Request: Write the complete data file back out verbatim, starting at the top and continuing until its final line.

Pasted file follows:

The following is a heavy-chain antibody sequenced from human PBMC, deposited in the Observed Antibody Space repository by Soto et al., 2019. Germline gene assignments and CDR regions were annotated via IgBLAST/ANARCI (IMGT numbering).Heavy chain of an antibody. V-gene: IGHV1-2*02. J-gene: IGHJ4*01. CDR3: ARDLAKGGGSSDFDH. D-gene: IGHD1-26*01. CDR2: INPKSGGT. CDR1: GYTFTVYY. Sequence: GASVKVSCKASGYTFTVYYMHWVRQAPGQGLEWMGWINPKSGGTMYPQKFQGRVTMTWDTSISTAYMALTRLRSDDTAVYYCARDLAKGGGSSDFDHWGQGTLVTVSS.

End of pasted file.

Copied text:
The following is a heavy-chain antibody sequenced from human PBMC, deposited in the Observed Antibody Space repository by Soto et al., 2019. Germline gene assignments and CDR regions were annotated via IgBLAST/ANARCI (IMGT numbering).Heavy chain of an antibody. V-gene: IGHV1-2*02. J-gene: IGHJ4*01. CDR3: ARDLAKGGGSSDFDH. D-gene: IGHD1-26*01. CDR2: INPKSGGT. CDR1: GYTFTVYY. Sequence: GASVKVSCKASGYTFTVYYMHWVRQAPGQGLEWMGWINPKSGGTMYPQKFQGRVTMTWDTSISTAYMALTRLRSDDTAVYYCARDLAKGGGSSDFDHWGQGTLVTVSS.